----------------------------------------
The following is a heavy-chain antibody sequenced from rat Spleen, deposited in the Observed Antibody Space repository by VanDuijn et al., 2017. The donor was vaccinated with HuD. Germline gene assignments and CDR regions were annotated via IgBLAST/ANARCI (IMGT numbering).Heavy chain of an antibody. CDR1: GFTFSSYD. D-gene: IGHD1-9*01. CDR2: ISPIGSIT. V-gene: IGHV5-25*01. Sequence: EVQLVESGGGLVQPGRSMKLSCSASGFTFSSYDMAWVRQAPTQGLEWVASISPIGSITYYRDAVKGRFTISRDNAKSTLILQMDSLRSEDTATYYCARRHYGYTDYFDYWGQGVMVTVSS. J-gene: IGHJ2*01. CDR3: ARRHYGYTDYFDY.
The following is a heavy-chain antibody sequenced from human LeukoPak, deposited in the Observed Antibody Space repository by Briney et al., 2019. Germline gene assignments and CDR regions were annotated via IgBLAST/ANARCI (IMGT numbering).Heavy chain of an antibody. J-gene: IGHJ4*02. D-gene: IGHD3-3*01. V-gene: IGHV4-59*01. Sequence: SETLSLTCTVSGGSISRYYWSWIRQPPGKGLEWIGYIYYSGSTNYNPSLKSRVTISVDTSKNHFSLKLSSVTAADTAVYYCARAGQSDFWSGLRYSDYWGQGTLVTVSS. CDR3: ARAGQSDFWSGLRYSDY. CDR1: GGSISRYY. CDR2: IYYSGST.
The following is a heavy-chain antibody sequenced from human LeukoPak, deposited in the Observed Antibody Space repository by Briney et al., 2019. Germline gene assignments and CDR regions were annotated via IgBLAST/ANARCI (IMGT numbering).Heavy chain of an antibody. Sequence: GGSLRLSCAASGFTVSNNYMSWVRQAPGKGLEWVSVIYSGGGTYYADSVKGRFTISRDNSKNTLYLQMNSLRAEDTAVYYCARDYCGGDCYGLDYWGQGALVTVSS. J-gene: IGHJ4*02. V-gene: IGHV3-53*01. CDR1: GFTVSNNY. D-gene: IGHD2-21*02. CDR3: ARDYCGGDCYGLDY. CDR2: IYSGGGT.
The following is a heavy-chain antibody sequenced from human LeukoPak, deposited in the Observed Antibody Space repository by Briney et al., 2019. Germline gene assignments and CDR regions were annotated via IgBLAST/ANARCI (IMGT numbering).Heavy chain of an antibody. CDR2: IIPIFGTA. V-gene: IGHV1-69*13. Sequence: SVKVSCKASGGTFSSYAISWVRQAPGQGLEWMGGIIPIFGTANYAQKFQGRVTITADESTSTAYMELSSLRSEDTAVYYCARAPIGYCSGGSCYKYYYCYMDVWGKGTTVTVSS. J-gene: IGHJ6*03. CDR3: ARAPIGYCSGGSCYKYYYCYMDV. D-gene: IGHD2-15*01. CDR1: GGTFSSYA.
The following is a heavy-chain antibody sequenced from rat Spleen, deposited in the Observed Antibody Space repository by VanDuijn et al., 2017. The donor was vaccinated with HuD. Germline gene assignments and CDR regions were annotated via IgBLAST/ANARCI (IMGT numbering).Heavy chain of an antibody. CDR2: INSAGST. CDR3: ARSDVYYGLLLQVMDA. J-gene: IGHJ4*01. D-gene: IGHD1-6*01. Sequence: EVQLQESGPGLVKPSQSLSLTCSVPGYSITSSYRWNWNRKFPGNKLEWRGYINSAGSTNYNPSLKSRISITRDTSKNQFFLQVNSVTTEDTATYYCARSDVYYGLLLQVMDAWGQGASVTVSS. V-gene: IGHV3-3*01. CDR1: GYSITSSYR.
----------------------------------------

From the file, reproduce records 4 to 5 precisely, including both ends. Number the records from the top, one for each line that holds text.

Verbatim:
The following is a heavy-chain antibody sequenced from human LeukoPak, deposited in the Observed Antibody Space repository by Briney et al., 2019. Germline gene assignments and CDR regions were annotated via IgBLAST/ANARCI (IMGT numbering).Heavy chain of an antibody. CDR2: IIPIFGTA. V-gene: IGHV1-69*13. Sequence: SVKVSCKASGGTFSSYAISWVRQAPGQGLEWMGGIIPIFGTANYAQKFQGRVTITADESTSTAYMELSSLRSEDTAVYYCARAPIGYCSGGSCYKYYYCYMDVWGKGTTVTVSS. J-gene: IGHJ6*03. CDR3: ARAPIGYCSGGSCYKYYYCYMDV. D-gene: IGHD2-15*01. CDR1: GGTFSSYA.
The following is a heavy-chain antibody sequenced from rat Spleen, deposited in the Observed Antibody Space repository by VanDuijn et al., 2017. The donor was vaccinated with HuD. Germline gene assignments and CDR regions were annotated via IgBLAST/ANARCI (IMGT numbering).Heavy chain of an antibody. CDR2: INSAGST. CDR3: ARSDVYYGLLLQVMDA. J-gene: IGHJ4*01. D-gene: IGHD1-6*01. Sequence: EVQLQESGPGLVKPSQSLSLTCSVPGYSITSSYRWNWNRKFPGNKLEWRGYINSAGSTNYNPSLKSRISITRDTSKNQFFLQVNSVTTEDTATYYCARSDVYYGLLLQVMDAWGQGASVTVSS. V-gene: IGHV3-3*01. CDR1: GYSITSSYR.